Since I last blogged about our economy I have read what I could to find more information on the topics covered to see if there is more evidence that supports the premise that things seem coming to a head in the near future. I think they are, although when that might happen, I just would not know. Too much is under the control of those who will not share information on what they have not consummated yet. But still, where there’s smoke, there’s fire. So I wanted to spend a little time talking about a few issues that we touched on before.
US Trade Deficit, China and Gold Backed Currency
You would need to read the earlier economic post of March 28th here for the background, it is too much ground to go over again, but it is clear to me that there is a chain reaction building. The US trade deficit grows worse each year, worse probably each month. China is our largest trading partner. We import a vast amount more from them than we export, which means more dollars (in terms of value or wealth) leave than returns. Our annual trading deficit was $22 billion in 1993, $124 billion in 2003, and $318 billion in 2013. These numbers are additive (add them up) not cumulative (a running total of all history). In addition, China holds somewhere in the neighborhood of $1 trillion in US debt. What does it mean? Besides the loss of thousands upon thousands of jobs annually; with more money leaving than coming in, we have to borrow from foreign lenders to meet our budget deficits and burgeoning national debt, becoming more and more dependent on foreign debtors. Our largest creditor is our biggest trading partner. They have lots of our money, we keep sending them more and then ask to borrow it back. Sounds like a no-win situation for us.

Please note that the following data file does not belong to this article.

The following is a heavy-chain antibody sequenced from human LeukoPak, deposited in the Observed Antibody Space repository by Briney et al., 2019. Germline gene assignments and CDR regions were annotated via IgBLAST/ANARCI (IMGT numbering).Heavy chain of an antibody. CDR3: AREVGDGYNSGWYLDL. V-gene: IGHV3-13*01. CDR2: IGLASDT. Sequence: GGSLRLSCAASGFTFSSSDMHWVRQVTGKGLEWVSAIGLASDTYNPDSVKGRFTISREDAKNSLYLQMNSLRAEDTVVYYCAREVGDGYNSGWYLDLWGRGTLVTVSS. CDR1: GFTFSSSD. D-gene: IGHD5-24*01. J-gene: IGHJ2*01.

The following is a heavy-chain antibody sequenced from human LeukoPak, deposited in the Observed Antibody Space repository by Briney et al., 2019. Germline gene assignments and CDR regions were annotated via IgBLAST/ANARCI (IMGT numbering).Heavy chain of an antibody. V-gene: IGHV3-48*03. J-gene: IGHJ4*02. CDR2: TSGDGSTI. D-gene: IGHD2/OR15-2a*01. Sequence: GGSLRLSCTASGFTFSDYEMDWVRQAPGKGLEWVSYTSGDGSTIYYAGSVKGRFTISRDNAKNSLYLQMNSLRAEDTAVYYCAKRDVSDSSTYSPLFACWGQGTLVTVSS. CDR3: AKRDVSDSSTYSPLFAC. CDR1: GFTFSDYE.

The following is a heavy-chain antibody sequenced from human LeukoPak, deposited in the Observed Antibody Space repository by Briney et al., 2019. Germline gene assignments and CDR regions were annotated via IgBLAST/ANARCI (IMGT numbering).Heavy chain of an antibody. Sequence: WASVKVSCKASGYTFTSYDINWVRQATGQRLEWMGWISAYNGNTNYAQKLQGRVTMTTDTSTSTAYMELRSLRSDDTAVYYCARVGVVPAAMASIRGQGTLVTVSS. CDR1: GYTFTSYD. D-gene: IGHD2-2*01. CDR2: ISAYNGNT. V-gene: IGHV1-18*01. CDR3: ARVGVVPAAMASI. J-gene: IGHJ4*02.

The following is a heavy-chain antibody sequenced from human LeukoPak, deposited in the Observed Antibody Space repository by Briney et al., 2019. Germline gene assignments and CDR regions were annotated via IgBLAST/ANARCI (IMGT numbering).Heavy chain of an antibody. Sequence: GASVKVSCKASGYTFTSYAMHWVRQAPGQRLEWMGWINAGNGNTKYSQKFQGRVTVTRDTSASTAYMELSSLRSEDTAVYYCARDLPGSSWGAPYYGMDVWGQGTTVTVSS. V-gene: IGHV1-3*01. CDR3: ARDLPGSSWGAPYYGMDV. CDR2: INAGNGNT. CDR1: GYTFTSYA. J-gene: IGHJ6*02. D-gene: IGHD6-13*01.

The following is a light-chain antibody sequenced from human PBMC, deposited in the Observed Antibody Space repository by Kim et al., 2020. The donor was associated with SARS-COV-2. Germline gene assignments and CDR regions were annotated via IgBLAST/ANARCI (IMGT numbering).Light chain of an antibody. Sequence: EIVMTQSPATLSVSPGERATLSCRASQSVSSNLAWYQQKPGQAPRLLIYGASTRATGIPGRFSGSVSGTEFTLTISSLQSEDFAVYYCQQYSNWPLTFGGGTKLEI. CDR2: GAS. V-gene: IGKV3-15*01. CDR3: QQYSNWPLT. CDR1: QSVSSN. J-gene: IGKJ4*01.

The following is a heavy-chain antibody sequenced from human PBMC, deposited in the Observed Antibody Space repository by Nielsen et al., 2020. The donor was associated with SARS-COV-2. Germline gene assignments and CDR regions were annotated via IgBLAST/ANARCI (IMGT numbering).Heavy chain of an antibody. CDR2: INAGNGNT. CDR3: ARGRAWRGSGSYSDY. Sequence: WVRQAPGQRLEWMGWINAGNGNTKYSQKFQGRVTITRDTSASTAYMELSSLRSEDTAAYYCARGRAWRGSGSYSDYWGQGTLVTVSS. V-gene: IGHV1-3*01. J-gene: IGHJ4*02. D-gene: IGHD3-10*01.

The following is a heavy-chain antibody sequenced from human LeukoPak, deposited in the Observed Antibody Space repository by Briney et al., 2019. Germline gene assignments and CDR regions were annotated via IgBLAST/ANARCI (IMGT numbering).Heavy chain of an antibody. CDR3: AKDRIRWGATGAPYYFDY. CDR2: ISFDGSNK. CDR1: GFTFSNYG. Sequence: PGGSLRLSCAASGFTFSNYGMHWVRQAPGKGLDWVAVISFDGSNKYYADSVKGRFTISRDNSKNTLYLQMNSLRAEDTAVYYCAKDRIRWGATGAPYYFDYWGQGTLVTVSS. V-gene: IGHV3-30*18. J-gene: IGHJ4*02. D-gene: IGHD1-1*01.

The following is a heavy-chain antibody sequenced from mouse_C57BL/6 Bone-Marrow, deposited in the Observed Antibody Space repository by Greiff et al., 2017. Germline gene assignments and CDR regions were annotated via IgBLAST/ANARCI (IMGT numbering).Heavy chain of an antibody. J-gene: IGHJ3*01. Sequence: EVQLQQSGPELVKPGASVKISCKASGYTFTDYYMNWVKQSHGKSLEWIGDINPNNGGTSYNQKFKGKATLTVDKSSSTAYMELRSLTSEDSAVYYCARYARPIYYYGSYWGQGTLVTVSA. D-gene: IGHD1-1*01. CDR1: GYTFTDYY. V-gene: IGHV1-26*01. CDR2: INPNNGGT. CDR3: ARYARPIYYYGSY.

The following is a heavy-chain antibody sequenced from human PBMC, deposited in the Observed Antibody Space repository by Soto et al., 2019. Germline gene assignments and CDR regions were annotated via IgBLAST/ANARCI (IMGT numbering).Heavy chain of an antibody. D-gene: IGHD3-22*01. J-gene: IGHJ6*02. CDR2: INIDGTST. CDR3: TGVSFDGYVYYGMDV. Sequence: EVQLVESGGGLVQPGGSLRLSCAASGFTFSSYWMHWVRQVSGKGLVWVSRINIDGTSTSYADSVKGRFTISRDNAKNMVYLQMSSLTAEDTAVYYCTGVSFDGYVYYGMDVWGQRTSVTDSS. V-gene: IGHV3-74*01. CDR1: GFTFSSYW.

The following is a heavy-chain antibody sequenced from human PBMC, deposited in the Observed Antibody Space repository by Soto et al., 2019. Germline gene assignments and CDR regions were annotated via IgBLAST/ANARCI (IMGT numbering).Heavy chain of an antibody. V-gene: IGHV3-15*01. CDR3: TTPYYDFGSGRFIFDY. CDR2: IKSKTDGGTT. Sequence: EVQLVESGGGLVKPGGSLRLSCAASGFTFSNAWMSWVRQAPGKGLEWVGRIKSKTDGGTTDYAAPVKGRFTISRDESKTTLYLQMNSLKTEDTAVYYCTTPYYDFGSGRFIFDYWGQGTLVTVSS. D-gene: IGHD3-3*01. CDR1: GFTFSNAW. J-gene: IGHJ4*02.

We borrow big and we buy big from China, who is possibly making noise of a gold backed currency (we talked of their gold hoarding last time); China, who could use a newly minted gold standard (pun intended) to replace the US Dollar as the world’s reserve currency (for settlement of international trading which would lead to a catastrophic decline in demand for US currency around the world); China, who could crash our financial system just by cutting back on buying our government debt. So, does the wish to sell us a ton of goods (over $400 billion last year) and keep the value of their debt investments outweigh the wish of being the only gold backed currency, dominating international trade? Would they take the trade-off and deal with the associated costs and disruptions? Maybe, as it might mean creation of lots of high value, high paying financial services type jobs at the cost of lower paying manufacturing ones (which sounds a lot like what the US starting doing years ago, so if China followed suit, it would serve them right if they wound up where we are, owing a ton of money to who knows who else). You cannot be sure about the trade-offs they might be willing to make, and the Chinese are famous for not talking about their plans. I believe it is a matter of political will to see it through to the end game despite the pain along the way. Between China and the US, I think we all know who has more of the will to reach the end game. But now we are in a double spiral – buying ever more goods from them and borrowing it back to pay our own bills. How long before we lose complete control of our destiny in these areas?